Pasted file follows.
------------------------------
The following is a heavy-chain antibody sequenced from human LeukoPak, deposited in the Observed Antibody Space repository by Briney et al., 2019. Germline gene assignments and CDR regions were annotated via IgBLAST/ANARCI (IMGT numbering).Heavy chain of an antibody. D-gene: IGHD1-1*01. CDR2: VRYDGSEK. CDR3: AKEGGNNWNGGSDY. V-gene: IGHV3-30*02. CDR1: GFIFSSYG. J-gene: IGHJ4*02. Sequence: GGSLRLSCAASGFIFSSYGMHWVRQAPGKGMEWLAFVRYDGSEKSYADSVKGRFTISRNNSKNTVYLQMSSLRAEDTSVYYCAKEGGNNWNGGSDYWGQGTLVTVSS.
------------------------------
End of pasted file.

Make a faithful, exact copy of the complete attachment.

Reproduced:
The following is a heavy-chain antibody sequenced from human LeukoPak, deposited in the Observed Antibody Space repository by Briney et al., 2019. Germline gene assignments and CDR regions were annotated via IgBLAST/ANARCI (IMGT numbering).Heavy chain of an antibody. D-gene: IGHD1-1*01. CDR2: VRYDGSEK. CDR3: AKEGGNNWNGGSDY. V-gene: IGHV3-30*02. CDR1: GFIFSSYG. J-gene: IGHJ4*02. Sequence: GGSLRLSCAASGFIFSSYGMHWVRQAPGKGMEWLAFVRYDGSEKSYADSVKGRFTISRNNSKNTVYLQMSSLRAEDTSVYYCAKEGGNNWNGGSDYWGQGTLVTVSS.